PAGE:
(This article originally appeared on PubliCola and has been reprinted under an agreement.)
After a grueling 13-hour mediation on the night of Monday, Nov. 29, the family of Charleena Lyles reached a $3.5 million settlement with the City of Seattle and two Seattle police officers, ending a four-year-long wrongful death lawsuit that began when the officers shot and killed Lyles in her Magnuson Park home in June 2017.
“This has been a horrible case. Shameful,” said Karen Koehler, the lead attorney representing Lyles’ family, during a press conference at the Stritmatter law firm on Tuesday afternoon. On a television behind her, Lyles’ eldest daughter — watching from her aunt’s house in California, seated in front of a Christmas tree — leaned off-screen to cry.
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Kel Murphy spent most of his time in the days following his arrest last November trying to get ahold of the insulin he needs to survive. Even though he was in the hospital for one of those days — he had fallen into a coma following his arrest — and there was, in theory, insulin available for him, he had no way of proving that he needed it. The Seattle Police Department (SPD) officers who had arrested him had confiscated all of his items, including his insulin, his insulin delivery pen, his continuous blood glucose monitor receiver, his insurance card, his medical card, his two main payment cards, his driver’s license, his glasses, and several other items, including additional medical equipment. They were sitting somewhere in the SPD’s Evidence Unit while Murphy was sitting in a hospital bed trying desperately to coordinate proper medical care.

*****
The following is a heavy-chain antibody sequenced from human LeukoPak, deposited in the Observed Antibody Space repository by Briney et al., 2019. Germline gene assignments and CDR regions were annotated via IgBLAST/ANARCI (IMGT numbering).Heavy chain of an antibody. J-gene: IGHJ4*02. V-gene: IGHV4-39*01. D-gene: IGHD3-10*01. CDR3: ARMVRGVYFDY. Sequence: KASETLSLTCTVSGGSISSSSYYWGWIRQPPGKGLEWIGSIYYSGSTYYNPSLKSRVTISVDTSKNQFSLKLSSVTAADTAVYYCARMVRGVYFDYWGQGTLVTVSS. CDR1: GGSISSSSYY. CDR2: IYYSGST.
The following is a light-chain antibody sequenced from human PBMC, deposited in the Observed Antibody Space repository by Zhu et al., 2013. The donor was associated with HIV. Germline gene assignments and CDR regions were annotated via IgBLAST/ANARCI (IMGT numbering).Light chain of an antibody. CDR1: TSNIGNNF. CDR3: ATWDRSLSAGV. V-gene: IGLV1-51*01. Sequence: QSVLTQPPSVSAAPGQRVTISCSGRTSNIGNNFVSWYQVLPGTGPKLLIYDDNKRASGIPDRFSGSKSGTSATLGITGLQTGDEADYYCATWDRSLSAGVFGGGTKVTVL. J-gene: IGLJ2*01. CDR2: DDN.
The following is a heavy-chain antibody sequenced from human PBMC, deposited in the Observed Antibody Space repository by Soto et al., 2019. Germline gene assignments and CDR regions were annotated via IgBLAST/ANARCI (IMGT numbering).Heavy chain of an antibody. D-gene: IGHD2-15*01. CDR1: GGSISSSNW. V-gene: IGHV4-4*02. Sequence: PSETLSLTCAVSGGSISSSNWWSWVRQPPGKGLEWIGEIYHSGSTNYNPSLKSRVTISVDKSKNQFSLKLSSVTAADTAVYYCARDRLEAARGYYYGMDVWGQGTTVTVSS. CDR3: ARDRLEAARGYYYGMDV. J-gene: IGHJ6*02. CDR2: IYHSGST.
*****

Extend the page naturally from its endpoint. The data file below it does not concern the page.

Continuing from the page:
“Figuring out how to get fast-acting insulin was both costly and a time-intensive task without having access to my property. … Enforcement delivered me to the hospital without my medical explanation card or my insulin pens,” Murphy said, reading an official statement to the Emerald in an interview on July 26, 2021. “Those items were deliberately stowed [by me] in the pockets of my pants I was wearing when I was accosted and were taken off my person before transporting me.”
On June 1, 2020, people took to the streets of Seattle to protest the murder of George Floyd and to renew calls for racial justice. These mass protests, which would continue throughout 2020 and into early 2021 in varying forms, had begun just a few days before, on May 29, following Floyd’s murder on May 25, 2020.
These protests were met with a heavily armed police response that included Seattle Police Department (SPD) officers using blast balls, tear gas, pepper spray, full-body takedowns, arrests, and more against protestors in numerous instances that have been documented in hundreds of videos, photographs, and audio recordings shared across several different social media platforms and reported on by different media outlets.
In response to the thousands of complaints filed against SPD officers, the City of Seattle’s Office of Police Accountability (OPA) created a special dashboard to keep track of the status of demonstration-related complaints. It has been releasing its decisions in batches since late 2020. Many of these complaints allege SPD officers used excessive force against protestors and violated multiple policies in the SPD manual. Thus far, few of the OPA’s decisions in these cases have resulted in serious sustained allegations against officers.
South King County community members protested against police violence this past Saturday, April 24. Flanked by a car brigade and bike patrol, dozens of demonstrators marched in the rain along South Grady Way from Southcenter Mall in Tukwila to Renton City Hall, where they held a rally.
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Morning Update Show — Tuesday, April 13